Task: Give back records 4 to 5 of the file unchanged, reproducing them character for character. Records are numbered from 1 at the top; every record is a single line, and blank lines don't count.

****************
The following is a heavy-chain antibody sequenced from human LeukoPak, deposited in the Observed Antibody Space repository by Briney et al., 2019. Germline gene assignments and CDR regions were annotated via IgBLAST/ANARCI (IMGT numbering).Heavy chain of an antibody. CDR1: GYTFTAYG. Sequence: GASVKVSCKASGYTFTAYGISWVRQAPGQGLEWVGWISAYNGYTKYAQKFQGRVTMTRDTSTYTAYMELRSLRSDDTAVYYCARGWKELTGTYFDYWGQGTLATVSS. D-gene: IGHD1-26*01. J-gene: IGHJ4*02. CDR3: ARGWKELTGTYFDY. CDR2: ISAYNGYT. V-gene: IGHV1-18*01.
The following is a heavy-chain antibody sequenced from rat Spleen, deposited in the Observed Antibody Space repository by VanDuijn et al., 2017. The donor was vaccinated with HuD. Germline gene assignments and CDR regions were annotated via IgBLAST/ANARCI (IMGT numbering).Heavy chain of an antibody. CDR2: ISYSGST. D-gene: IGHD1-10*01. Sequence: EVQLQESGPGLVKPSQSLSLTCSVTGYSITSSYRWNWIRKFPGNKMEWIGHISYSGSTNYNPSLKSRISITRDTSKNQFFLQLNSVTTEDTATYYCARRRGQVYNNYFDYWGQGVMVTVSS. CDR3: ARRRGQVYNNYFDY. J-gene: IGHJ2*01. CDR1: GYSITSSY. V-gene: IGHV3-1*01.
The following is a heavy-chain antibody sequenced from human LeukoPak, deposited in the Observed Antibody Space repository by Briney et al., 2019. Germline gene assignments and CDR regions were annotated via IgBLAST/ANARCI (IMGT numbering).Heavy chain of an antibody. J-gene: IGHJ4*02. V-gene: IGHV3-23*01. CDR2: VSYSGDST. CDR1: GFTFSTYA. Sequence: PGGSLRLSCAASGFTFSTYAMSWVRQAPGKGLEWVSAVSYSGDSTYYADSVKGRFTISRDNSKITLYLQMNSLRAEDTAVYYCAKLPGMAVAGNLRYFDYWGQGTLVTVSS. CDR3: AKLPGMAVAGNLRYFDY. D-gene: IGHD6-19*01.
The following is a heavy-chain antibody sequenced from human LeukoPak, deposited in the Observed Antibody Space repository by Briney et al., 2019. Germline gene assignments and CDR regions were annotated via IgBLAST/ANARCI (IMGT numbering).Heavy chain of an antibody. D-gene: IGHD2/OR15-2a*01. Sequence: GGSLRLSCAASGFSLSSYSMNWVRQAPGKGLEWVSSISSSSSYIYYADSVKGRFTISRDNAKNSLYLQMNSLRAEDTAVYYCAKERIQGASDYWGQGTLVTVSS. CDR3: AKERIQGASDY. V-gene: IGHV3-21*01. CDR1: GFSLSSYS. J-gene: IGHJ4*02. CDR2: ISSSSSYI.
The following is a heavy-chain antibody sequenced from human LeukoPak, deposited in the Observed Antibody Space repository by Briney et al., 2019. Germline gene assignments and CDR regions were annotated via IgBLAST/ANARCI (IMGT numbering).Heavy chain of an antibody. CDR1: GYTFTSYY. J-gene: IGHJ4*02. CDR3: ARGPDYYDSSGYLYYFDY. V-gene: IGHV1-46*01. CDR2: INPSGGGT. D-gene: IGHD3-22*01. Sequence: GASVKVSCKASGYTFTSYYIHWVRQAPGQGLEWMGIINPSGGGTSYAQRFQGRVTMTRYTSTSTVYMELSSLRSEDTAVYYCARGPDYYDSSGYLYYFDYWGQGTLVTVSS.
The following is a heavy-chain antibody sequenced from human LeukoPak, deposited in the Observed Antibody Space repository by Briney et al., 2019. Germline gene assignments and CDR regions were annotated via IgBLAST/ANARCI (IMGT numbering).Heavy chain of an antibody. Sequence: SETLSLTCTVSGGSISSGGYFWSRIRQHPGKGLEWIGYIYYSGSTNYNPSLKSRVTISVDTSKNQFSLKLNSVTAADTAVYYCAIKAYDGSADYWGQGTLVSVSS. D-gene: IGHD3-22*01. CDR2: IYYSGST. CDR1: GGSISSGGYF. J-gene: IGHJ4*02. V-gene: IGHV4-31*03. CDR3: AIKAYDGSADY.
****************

The following is a heavy-chain antibody sequenced from human LeukoPak, deposited in the Observed Antibody Space repository by Briney et al., 2019. Germline gene assignments and CDR regions were annotated via IgBLAST/ANARCI (IMGT numbering).Heavy chain of an antibody. D-gene: IGHD2/OR15-2a*01. Sequence: GGSLRLSCAASGFSLSSYSMNWVRQAPGKGLEWVSSISSSSSYIYYADSVKGRFTISRDNAKNSLYLQMNSLRAEDTAVYYCAKERIQGASDYWGQGTLVTVSS. CDR3: AKERIQGASDY. V-gene: IGHV3-21*01. CDR1: GFSLSSYS. J-gene: IGHJ4*02. CDR2: ISSSSSYI.
The following is a heavy-chain antibody sequenced from human LeukoPak, deposited in the Observed Antibody Space repository by Briney et al., 2019. Germline gene assignments and CDR regions were annotated via IgBLAST/ANARCI (IMGT numbering).Heavy chain of an antibody. CDR1: GYTFTSYY. J-gene: IGHJ4*02. CDR3: ARGPDYYDSSGYLYYFDY. V-gene: IGHV1-46*01. CDR2: INPSGGGT. D-gene: IGHD3-22*01. Sequence: GASVKVSCKASGYTFTSYYIHWVRQAPGQGLEWMGIINPSGGGTSYAQRFQGRVTMTRYTSTSTVYMELSSLRSEDTAVYYCARGPDYYDSSGYLYYFDYWGQGTLVTVSS.